Michel Vounatsos

Biogen CEO Michel Vounatsos
Biogen CEO Michel Vounatsos steered the company through a series of surprises in 2019, earning more than $18 million in total pay. (Biogen)

Biogen, Michel Vounatsos 
2019 total pay:
$18.16 million
2018 total pay: $16.17 million
Percentage change: 12%

Biogen made some of the industry’s most dramatic headlines in 2019—starting with the March trial failures for Alzheimer’s disease candidate aducanumab, followed by the program’s resurrection in the fall. 

While the drugmaker now faces questions over a delay for the expected filing, the company’s progress last year—including a strong performance for spinal muscular atrophy med Spinraza—earned CEO Michel Vounatsos a 12% raise in total pay to $18.16 million. 

The company hiked Vounatsos’ incentive compensation, but it also raised his base salary by 9% to $1.39 million. His cash incentive pay jumped far more: it took a $546,000 leap to $3.88 million. Meanwhile, the CEO scored a $1 million-plus increase in stock awards—to $12.35 million—and his other compensation jumped by about $40,000. 

Biogen’s median compensation for employees in 2019 was $159,721, so its CEO-to-worker pay ratio was 114 to 1. 

Aside from its financial performance in 2019, Biogen also inked an R&D agreement with Skyhawk Therapeutics and bought out gene therapy outfit Nightstar Therapeutics. The company wrapped up an ophthalmology biosimilars deal with Samsung Bioepis on top of other business development moves.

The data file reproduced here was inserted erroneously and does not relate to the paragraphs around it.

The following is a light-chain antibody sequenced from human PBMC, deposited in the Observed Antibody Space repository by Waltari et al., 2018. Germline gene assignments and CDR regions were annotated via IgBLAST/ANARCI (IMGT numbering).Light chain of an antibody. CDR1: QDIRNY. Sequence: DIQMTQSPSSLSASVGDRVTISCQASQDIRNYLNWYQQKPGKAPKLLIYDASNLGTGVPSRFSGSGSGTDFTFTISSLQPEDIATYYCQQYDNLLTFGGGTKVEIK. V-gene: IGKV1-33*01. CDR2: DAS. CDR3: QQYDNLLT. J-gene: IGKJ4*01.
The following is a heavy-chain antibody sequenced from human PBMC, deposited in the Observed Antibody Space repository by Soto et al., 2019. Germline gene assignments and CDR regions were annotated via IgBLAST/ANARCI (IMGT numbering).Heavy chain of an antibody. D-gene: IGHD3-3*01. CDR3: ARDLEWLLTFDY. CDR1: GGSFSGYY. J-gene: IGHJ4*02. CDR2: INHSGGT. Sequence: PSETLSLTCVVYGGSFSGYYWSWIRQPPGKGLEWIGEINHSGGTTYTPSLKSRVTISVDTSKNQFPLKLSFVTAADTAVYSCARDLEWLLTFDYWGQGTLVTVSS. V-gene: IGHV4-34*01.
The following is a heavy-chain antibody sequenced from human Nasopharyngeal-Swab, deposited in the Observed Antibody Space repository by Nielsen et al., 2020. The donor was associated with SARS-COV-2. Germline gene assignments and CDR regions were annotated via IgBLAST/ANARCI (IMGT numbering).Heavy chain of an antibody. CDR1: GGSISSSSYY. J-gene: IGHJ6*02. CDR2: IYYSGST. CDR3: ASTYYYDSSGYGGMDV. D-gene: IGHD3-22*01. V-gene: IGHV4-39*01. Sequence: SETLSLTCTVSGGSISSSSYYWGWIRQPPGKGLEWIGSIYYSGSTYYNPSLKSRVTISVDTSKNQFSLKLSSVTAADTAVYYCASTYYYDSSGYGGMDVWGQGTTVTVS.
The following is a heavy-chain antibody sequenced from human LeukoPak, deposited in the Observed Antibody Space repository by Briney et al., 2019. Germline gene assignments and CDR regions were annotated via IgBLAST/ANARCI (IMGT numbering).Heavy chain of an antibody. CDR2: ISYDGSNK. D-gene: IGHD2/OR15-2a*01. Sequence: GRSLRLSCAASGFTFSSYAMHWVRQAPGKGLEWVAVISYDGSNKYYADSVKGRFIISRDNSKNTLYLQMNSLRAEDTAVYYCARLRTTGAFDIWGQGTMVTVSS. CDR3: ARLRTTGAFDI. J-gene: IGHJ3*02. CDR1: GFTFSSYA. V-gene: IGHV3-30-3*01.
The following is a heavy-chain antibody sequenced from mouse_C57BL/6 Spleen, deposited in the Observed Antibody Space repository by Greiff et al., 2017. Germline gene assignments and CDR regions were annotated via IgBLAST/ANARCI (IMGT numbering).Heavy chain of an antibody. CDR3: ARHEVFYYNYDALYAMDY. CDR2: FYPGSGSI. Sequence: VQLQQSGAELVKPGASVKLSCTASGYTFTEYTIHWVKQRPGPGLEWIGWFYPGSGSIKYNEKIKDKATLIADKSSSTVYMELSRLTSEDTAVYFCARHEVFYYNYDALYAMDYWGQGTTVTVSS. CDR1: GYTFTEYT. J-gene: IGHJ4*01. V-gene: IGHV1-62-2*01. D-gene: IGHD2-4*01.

On the commercial side, its biosim business continues to post revenue growth, and Spinraza has continued on its strong path despite new competition from Novartis’ gene therapy Zolgensma, Biogen said in a proxy filing. The company also launched new oral multiple sclerosis drug Vumerity.

RELATED: Biogen resurrects aducanumab, arguing expanded data set supports FDA filing in Alzheimer's 

In 2020, as companies worldwide deal with the COVID-19 pandemic, Biogen and its employees have faced a particularly tough challenge after a late February management meeting. The company's Boston confab led to dozens of infections in Massachusetts and contributed to outbreaks elsewhere, and a CDC official in May said the meeting “played a notable role” early in the U.S. outbreak.

In response to the pandemic, Biogen has pledged a $10 million donation and is committing resources to the R&D effort. Recovered employees are also donating blood to help researchers learn more about the virus.

Michel Vounatsos